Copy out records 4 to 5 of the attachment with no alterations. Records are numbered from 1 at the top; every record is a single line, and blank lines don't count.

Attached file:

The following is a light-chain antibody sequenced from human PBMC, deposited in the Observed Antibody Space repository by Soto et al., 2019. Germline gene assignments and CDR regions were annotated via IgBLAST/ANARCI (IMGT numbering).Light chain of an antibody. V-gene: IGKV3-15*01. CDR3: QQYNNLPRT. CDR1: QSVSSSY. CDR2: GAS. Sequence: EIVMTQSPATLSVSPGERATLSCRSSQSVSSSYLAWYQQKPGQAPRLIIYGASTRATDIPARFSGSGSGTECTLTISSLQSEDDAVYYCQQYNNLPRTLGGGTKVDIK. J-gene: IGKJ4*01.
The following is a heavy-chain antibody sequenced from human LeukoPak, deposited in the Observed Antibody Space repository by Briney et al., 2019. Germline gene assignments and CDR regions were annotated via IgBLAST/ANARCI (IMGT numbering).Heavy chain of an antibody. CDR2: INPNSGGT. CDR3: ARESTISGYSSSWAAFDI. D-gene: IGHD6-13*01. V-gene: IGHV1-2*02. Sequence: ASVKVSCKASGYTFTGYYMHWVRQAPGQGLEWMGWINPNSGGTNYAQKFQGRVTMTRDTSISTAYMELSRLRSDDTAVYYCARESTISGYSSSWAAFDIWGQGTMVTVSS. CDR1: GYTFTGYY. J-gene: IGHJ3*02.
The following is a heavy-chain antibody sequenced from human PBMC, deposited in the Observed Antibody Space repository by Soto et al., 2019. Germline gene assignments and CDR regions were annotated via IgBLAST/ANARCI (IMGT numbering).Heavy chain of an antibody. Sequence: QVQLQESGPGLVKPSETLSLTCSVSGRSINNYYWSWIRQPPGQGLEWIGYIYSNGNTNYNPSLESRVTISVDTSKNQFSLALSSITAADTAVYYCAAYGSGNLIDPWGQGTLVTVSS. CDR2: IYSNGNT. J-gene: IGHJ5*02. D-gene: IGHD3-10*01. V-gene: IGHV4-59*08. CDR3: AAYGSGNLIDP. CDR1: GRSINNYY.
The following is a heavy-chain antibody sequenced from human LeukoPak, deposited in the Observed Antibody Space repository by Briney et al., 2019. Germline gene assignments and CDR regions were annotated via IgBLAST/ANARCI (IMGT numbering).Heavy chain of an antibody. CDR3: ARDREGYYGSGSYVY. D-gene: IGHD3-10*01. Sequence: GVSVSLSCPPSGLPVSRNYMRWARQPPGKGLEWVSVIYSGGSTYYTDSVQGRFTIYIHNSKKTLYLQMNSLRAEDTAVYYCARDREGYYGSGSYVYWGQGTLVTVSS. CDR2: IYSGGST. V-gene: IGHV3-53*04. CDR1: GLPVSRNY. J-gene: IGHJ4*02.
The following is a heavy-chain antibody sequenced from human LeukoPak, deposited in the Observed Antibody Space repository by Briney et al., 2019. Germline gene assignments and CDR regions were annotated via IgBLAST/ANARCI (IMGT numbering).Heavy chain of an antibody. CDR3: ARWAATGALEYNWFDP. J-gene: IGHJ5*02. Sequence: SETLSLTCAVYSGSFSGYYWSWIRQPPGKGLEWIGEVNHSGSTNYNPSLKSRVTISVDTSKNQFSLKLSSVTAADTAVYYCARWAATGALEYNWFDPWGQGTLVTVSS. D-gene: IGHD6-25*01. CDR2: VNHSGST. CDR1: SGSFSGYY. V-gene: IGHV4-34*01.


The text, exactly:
The following is a heavy-chain antibody sequenced from human LeukoPak, deposited in the Observed Antibody Space repository by Briney et al., 2019. Germline gene assignments and CDR regions were annotated via IgBLAST/ANARCI (IMGT numbering).Heavy chain of an antibody. CDR3: ARDREGYYGSGSYVY. D-gene: IGHD3-10*01. Sequence: GVSVSLSCPPSGLPVSRNYMRWARQPPGKGLEWVSVIYSGGSTYYTDSVQGRFTIYIHNSKKTLYLQMNSLRAEDTAVYYCARDREGYYGSGSYVYWGQGTLVTVSS. CDR2: IYSGGST. V-gene: IGHV3-53*04. CDR1: GLPVSRNY. J-gene: IGHJ4*02.
The following is a heavy-chain antibody sequenced from human LeukoPak, deposited in the Observed Antibody Space repository by Briney et al., 2019. Germline gene assignments and CDR regions were annotated via IgBLAST/ANARCI (IMGT numbering).Heavy chain of an antibody. CDR3: ARWAATGALEYNWFDP. J-gene: IGHJ5*02. Sequence: SETLSLTCAVYSGSFSGYYWSWIRQPPGKGLEWIGEVNHSGSTNYNPSLKSRVTISVDTSKNQFSLKLSSVTAADTAVYYCARWAATGALEYNWFDPWGQGTLVTVSS. D-gene: IGHD6-25*01. CDR2: VNHSGST. CDR1: SGSFSGYY. V-gene: IGHV4-34*01.